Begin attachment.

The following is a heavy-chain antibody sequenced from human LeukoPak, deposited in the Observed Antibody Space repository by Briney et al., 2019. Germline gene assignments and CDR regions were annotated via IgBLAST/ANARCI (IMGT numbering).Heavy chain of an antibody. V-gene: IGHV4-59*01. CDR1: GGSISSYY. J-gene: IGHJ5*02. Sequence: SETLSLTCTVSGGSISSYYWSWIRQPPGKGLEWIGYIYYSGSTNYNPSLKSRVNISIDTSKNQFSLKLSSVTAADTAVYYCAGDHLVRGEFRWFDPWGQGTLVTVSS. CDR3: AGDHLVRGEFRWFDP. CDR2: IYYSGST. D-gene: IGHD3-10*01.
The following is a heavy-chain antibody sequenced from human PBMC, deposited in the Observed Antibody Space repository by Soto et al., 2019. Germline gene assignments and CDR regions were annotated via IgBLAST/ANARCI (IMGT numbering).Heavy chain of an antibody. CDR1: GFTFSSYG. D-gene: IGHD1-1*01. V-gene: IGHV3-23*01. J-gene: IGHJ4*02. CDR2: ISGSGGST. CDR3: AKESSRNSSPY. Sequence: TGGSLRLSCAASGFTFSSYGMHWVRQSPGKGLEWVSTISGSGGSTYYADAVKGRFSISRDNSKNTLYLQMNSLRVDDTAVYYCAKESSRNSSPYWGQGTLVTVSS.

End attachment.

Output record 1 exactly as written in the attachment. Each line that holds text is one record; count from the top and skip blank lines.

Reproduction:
The following is a heavy-chain antibody sequenced from human LeukoPak, deposited in the Observed Antibody Space repository by Briney et al., 2019. Germline gene assignments and CDR regions were annotated via IgBLAST/ANARCI (IMGT numbering).Heavy chain of an antibody. V-gene: IGHV4-59*01. CDR1: GGSISSYY. J-gene: IGHJ5*02. Sequence: SETLSLTCTVSGGSISSYYWSWIRQPPGKGLEWIGYIYYSGSTNYNPSLKSRVNISIDTSKNQFSLKLSSVTAADTAVYYCAGDHLVRGEFRWFDPWGQGTLVTVSS. CDR3: AGDHLVRGEFRWFDP. CDR2: IYYSGST. D-gene: IGHD3-10*01.